• To add an internet-controlled thermostat to an old boiler/furnace. It’s basically a $4 Nest system

  • To add a wireless opening sensor to a cabinet (which could be used to set off an alarm or otherwise keep a child or friend away from something)

  • As a doorbell extender that senses when the doorbell goes off and plays a recording of the doorbell on the stereo upstairs

  • As the brains behind a star-tracking camera mount to keep the camera pointed at the same star for many minutes while the world turns

That last example deserves more explanation…

A photo of a small microcontroller.

A ESP8266 microcontroller hooked to a set of relays. This combo allows you to make a Wi-Fi controlled smart switch on a very tight budget, all while learning a ton and paving the road for even more creative ideas down the road.#

A star-tracking camera mount for astrophotography#

The Earth rotates 360° every 24 hours, making it difficult to take a long-exposure photograph of stars with the shutter open more than a few seconds without getting streaks. A simple solution is to put the camera on a mount that rotates the same exact speed but in the opposite direction, canceling out the rotation and keeping the stars deadlocked with the lens. You can buy a camera mount that does this, or you could make one yourself using your digital superpowers. One simple mechanism is to put two boards together with a hinge and have a motor slowly turn a screw to push the boards apart. This is called a barn-door mechanism, and looks schematically like this:

A picture showing a triangular configuration on a hinge

A schematic of a barn-door star-tracking camera mount.#

If you make the distance L equal to 29 cm, a motor that turns at 1 RPM will give you very close to the right speed. In that case, this project is fairly simple and no fancy software is needed. But that rate will only work for short exposures. If you want very long exposures, the motor has to speed up as the screw is inserted more. Mathematically, just note that the long arm of the triangle in the figure gets longer as the screw slides along the bottom of the upper board to see why.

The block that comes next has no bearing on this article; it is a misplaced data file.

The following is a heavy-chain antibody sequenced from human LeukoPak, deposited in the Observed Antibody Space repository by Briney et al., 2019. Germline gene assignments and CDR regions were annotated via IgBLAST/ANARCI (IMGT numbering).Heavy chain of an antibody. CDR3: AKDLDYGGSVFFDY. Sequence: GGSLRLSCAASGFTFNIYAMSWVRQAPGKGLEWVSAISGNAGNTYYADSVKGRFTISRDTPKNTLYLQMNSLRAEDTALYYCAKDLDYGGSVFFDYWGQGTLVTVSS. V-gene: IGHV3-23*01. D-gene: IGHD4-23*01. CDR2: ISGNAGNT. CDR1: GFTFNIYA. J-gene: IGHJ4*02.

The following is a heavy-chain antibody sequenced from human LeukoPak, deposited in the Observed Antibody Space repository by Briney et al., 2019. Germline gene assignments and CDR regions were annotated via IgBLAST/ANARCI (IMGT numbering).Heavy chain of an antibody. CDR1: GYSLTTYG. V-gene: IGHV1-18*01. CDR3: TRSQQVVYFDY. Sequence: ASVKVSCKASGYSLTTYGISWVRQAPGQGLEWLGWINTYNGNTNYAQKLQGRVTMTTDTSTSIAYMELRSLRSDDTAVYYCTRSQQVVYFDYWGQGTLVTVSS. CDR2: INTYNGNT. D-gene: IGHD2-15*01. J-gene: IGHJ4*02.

If you use a stepper motor controlled by a microcontroller (like the ESP8266), you can precisely control the speed with which the motor turns, and you can even speed it up as time goes on to do the tangent correction (as its called) in software!! This is extremely cool and works very well.


By the way, the Sun is a star like any other, and this project can be adapted with larger motors to track it with a solar-panel, increasing the efficiency of your solar installation. The software is the same!

Detailed pictures, source code, and construction steps for doing this exact project are available under an open-source license at partofthething/startracker

A photo of an actual build of the star tracker

A photo of a working star-tracking camera mount.#

Controlling hardware directly from your laptop#

If you’d like to interface with some hardware but you don’t want or need to bother with microcontrollers, you can just use your laptop directly for many of these activities. You do need a bridge to the hardware world. When I first read about Bunny Hwang’s “heirloom laptop” that he added General Purpose Input/Output (GPIO) ports to, I was really jealous and thought that was a great idea. That would allow you to control relays, read signals, blink lights, read data from various sensors, and all sorts of things people do with microcontrollers right on a laptop. It turns out that you can get a USB device that adds GPIO ports to any computer quite easily.

The Adafruit FT232H breakout is one such device. Most of the demos you may find online about doing such things with an Arduino or Raspberry Pi can also probably be done with a board like this and software on your computer.

Another picture of a small circuit board

The FT232H breakout board, a general-purpose GPIO system for your USB port.#

For example, if you have a simple digital level and you’d like to read the data in live to support some experiment or other project, this breakout board is perfect. An example usage would be to precisely measure and calibrate the rate of change of the angle in a star-tracker like the one just discussed.

A graph showing a linear fit to measured data

Level data with best fit line for calibrating a star-tracker. The Python code that read these data and made this plot are included in the star-tracking code referenced in the previous section, in the calibration folder.#

This chapter briefly introduced you to a variety of ways to bridge the gap between computers and the physical world. I hope these concepts help bring you an “Ah-ha!” moment regarding something you’ve been dreaming of starting. Many devices on the shelves of stores can be built using combinations of the components you read about here. What new product can you dream up?